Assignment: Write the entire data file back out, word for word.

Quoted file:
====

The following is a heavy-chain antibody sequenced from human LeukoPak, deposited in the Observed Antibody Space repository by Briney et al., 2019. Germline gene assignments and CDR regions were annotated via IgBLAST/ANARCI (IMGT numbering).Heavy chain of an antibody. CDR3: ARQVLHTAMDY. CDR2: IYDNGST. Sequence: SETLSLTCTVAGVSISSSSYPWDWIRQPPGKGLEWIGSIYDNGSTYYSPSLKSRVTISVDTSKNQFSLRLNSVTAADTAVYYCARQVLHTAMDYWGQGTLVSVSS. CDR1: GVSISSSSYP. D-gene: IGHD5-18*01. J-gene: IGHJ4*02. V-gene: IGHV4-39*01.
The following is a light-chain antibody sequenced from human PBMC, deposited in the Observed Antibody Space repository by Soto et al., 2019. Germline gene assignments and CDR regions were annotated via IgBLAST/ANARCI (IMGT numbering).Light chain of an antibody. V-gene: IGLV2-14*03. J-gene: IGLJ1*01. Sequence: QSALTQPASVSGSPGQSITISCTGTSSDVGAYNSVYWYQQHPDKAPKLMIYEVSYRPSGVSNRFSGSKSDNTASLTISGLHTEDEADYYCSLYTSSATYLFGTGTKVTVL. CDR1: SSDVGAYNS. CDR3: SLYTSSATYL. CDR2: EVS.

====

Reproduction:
The following is a heavy-chain antibody sequenced from human LeukoPak, deposited in the Observed Antibody Space repository by Briney et al., 2019. Germline gene assignments and CDR regions were annotated via IgBLAST/ANARCI (IMGT numbering).Heavy chain of an antibody. CDR3: ARQVLHTAMDY. CDR2: IYDNGST. Sequence: SETLSLTCTVAGVSISSSSYPWDWIRQPPGKGLEWIGSIYDNGSTYYSPSLKSRVTISVDTSKNQFSLRLNSVTAADTAVYYCARQVLHTAMDYWGQGTLVSVSS. CDR1: GVSISSSSYP. D-gene: IGHD5-18*01. J-gene: IGHJ4*02. V-gene: IGHV4-39*01.
The following is a light-chain antibody sequenced from human PBMC, deposited in the Observed Antibody Space repository by Soto et al., 2019. Germline gene assignments and CDR regions were annotated via IgBLAST/ANARCI (IMGT numbering).Light chain of an antibody. V-gene: IGLV2-14*03. J-gene: IGLJ1*01. Sequence: QSALTQPASVSGSPGQSITISCTGTSSDVGAYNSVYWYQQHPDKAPKLMIYEVSYRPSGVSNRFSGSKSDNTASLTISGLHTEDEADYYCSLYTSSATYLFGTGTKVTVL. CDR1: SSDVGAYNS. CDR3: SLYTSSATYL. CDR2: EVS.